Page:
Friday 31 July 2015
00.05 hrs (BST)
01.05 hrs (CET)
Researchers in Australia gave activity monitors to 782 men and women, aged 36-80 years, who were taking part in the Australian Diabetes, Obesity and Lifestyle Study. The monitors were capable of determining, very accurately, how long each participant spent sleeping, sitting or lying down, standing and stepping (which includes walking and running). After providing blood samples and measurements of their blood pressure, height, weight and waist circumference, participants each wore an activity monitor on their thigh for 24 hours a day over a seven-day period. The researchers then used a statistical technique called isotemporal analysis  to estimate the potential impact on health of reallocating time from sitting to standing or stepping.
Dr Genevieve Healy, senior research fellow at the School of Public Health, The University of Queensland, Australia, who led the study, said:
”We found that time spent standing rather than sitting was significantly associated with lower levels of blood sugar and blood fats. Replacing sitting time with stepping was also associated with a significant reduction in waistline and BMI. While the study cannot show that less time spent sitting causes the improvements in these markers of health, the associations it reveals are consistent with what is known already about the benefits of a non-sedentary lifestyle. More work is needed to understand cause and effect.”
An extra two hours per day spent standing rather than sitting was associated with approximately 2% lower average fasting blood sugar levels and 11% lower average triglycerides (fats in the blood). Extra standing time was also associated with 0.06 mmol/L higher average levels of the “good” type of cholesterol, HDL, and a 6% lower average total/HDL cholesterol ratio, which indicates an improvement in the total amount of HDL cholesterol in relation to “bad” LDL cholesterol .
Replacing two hours a day of sitting time with stepping was associated with an approximately 11% lower average BMI and a 7.5cm smaller average waist circumference. In addition, average blood sugar levels fell by approximately 11% and average triglycerides by 14% for every two hours spent walking rather than sitting, while HDL cholesterol was 0.10 mmol/L higher. There was no significant effect on BMI or waistline of replacing sitting time with standing.
“These findings provide important preliminary evidence that strategies to increase the amount of time spent standing or walking rather than sitting may benefit the heart and metabolism of many people,” said Dr Healy. “Get up for your heart health and move for your waistline.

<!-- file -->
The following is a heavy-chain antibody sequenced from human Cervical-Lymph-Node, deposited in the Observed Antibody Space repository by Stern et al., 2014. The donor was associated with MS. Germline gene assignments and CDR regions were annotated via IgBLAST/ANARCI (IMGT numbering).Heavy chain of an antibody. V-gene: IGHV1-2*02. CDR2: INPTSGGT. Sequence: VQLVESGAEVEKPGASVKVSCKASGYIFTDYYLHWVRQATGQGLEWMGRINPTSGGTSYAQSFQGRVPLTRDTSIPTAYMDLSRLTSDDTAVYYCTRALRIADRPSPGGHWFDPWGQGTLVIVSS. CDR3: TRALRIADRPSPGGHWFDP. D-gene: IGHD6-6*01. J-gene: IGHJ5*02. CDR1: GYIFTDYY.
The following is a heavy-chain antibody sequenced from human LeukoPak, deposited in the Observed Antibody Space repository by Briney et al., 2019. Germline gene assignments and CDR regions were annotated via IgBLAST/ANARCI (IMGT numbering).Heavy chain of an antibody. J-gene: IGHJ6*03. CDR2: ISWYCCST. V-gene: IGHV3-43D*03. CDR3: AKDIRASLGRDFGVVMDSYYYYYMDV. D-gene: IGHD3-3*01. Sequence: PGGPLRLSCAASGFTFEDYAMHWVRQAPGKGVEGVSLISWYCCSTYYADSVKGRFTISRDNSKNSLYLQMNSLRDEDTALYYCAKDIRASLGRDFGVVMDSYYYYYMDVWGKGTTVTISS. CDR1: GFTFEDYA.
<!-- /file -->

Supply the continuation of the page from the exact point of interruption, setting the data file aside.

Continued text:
“This has important public health implications, given that standing is a common behaviour that usually replaces sitting, and that can be encouraged in the workplace with interventions such as sit-stand desks.
“However, it is important to say that not all sitting is bad; but if people can incorporate alternatives to sitting wherever possible, it may benefit their heart and metabolic health. Our message is to ‘Stand Up, Sit Less, Move More’.”
She said the study had also produced evidence of how common standing is during the waking day.
“Standing takes up nearly a third of waking hours, and among this group of participants who could choose when they sat, stood or walked, the standing had health benefits. Notably, we did not measure upper body movement, so someone could be standing up doing the dishes, which involves some extra physical activity.”
While the benefits to health of walking have been well established, until now the potential benefits (or harms) of replacing sitting with standing have been less well understood. The study is one of the first to look at the estimated associations between replacing time in one activity with another and its effect on markers of health, such as blood pressure, blood sugar and cholesterol levels, BMI and waist circumference. The researchers say more, larger studies are needed to confirm their findings and they hope to follow up the study participants for longer, as well as studying participants from a wider age range.
In the meantime, Dr Healy and her colleagues are working to encourage people to stand up more in their workplaces.
“We are also looking to increase the amount of time spent stepping as well,” she concluded.
In an accompanying editorial , Professor Francisco Lopez-Jimenez (MD, MSc) of the Mayo Clinic and Mayo College of Medicine (Minnesota, USA) writes that the study “provides an important addition to the wealth of scientific evidence highlighting the importance of avoiding sedentary behaviour”. He writes that “the fight against sedentary behaviour cannot be won based only on the promotion of regular exercise” and that while exercise should continue to be recommended, it is important to promote non-sedentary behaviour in everyday life. “A person walking while at work for two hours, standing for another four hours, and performing some daily chores at home for another hour will burn more calories than jogging or running for 60 minutes.”
He also points out that sedentary behaviour and environments that promote it are “seen as a sign of progress and economic power”. For instance, poorer people are more likely to bike or walk than drive a car, and standing tickets to watch a football match or an opera will be cheaper than seated tickets. He concludes: “The unintended consequences of modern life promoting sedentary behaviours can be reversed. Health care providers, policy makers and people in general need to stand up for this. Literally.”